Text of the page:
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Hard Drive question

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May 10, 2010 10:42:39 PM

Hi all, noob here I apologize but please help me out. So I just put together a new computer, and everything is working fine. However, I installed two hard drives but only one of them is showing up. Now, the only explanation I can think of is that somehow they got roped into a raid 0 configuration. I know, sounds strange, but when I right click on c:, both drives show up there under properties, but not under 'my computer'. I am using the Gigabyte x58a-ud3r motherboard, which has some sort of raid chip that they call xhd, which is actually raid as far as I can tell. So maybe it automatically put these two drives in raid without me knowing.

Here is my system:

i7 930
caviar black 6 gb/sec (installed into the marvell sata controller slots, or the sata slots 6 and 7 on the mobo)
gigabyte x58a-ud3r
g. skill trident 2000 mhz ram (2x3= 6 gb)

thanks!

More about : hard drive question

a c 127 G Storage
May 10, 2010 10:46:35 PM

Install your HDDs to your faster 3Gbps controller instead. 6Gbps for HDDs is marketing only.

If you do not want RAID, enter your BIOS and set the SATA controller mode to AHCI. Then connect both disks to your onboard chipset-powered SATA ports, instead of your 6Gbps marvell controller. Then install Windows on one HDD and you should be able to format and partition the other after installation. Then you're running 2 bare disks without RAID.
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a b G Storage
May 11, 2010 12:45:03 AM

I'm much more familiar with ASUS motherboards,
but yours also has the Intel ICH10R I/O controller hub,
which is very standard.

And, your motherboard also has the Marvell SE9128 SATA/6G controller.

Typically, if you want to run that Marvell controller
in AHCI or RAID modes, you'll need to pre-load a
device driver for it. And, of course, check the BIOS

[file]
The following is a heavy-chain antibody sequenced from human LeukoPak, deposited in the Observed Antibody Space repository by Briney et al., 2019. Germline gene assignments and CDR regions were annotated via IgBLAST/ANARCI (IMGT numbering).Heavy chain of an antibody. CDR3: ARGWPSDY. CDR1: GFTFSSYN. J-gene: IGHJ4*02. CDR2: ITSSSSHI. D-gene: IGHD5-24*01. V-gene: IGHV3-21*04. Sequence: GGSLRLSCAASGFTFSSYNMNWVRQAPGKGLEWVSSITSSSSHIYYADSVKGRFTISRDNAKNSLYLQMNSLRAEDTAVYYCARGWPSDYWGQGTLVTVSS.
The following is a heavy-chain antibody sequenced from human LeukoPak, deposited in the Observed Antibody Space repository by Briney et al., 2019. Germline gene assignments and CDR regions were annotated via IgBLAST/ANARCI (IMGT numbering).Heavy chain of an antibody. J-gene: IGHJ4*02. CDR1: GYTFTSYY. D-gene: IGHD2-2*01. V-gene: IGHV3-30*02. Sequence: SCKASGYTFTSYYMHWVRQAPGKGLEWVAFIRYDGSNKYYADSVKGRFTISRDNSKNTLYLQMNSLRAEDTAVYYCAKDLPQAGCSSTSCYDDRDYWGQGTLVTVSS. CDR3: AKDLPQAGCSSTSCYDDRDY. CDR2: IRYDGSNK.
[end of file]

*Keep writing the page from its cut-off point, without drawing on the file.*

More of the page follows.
default for that controller.

For the ICH10R, it supports native "IDE" mode
normally as a BIOS default (check the manual);
and, both AHCI and RAID modes must be set
in the BIOS -AND- the respective device driver
pre-loaded when installing the OS.

In all RAID modes, Intel's Option ROM must
be enabled and invoked during first startup,
in order that the required data structures
can be written to each component HDD.

So, my guess, without reading your motherboard manual,
is that you wired your 6G Western Digital HDDs to the
Marvell ports, but you didn't initialize that controller
correctly i.e. in the BIOS and by installing the required
device driver.

Now, onto your motherboard Manual:

It appears that port GSATA3_6 and GSATA3_7
are the only 6G SATA ports on that motherboard,
and from experience I can tell you that both must
be controlled by the Marvell SE9128, because
ICH10R does NOT currently support SATA/6G.

The chipset block diagram in that Manual
also says the same thing: x1 PCI-Express lane
for the SE9128 (GEN2 @ 500 MB/second).

The SE9128 also supports RAID 0 and RAID 1:

"Refer to Chapter 5, 'Configuring SATA Hard Drive(s),' for instructions on configuring a RAID array."

In your manual, go to the section with heading:

"5-1-3 Configuring Marvell 9128 SATA Controller"


DO NOT MISS THIS NEXT STEP,
which must be done BEFORE you begin installing the OS:

"Now, you may proceed to create the SATA driver diskette (for AHCI mode)
and the installation of the SATA driver and operating system."


MRFS
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a b G Storage
May 11, 2010 12:56:08 AM

> 6Gbps for HDDs is marketing only.

Not exactly: rotating HDDs can still benefit from SATA/6G interfaces
if their integrated controllers run at 6G, particularly in "burst mode"
i.e. when READs or WRITEs do not require platter access and
can be done to/from the HDD's hardware cache.


If you've got "caviar black 6 gb/sec" and you don't want them
in a RAID array, for best performance wire them to the 6G Marvell ports
and follow the directions above -and- in your motherboard manual.

If you want to get a little fancy, you could add an SSD,
install your OS to that SSD, and after configuring those
2 x Caviar Blacks to AHCI mode, you could really speed
things up by enabling an OS software RAID.

We did this recently with the $20 ASUS PCIE GEN2 SATA6G
controller, with 2 x 1 TB Caviar Blacks:

http://www.newegg.com/Product/Product.aspx?Item=N82E168...

http://www.newegg.com/Product/Product.aspx?Item=N82E168...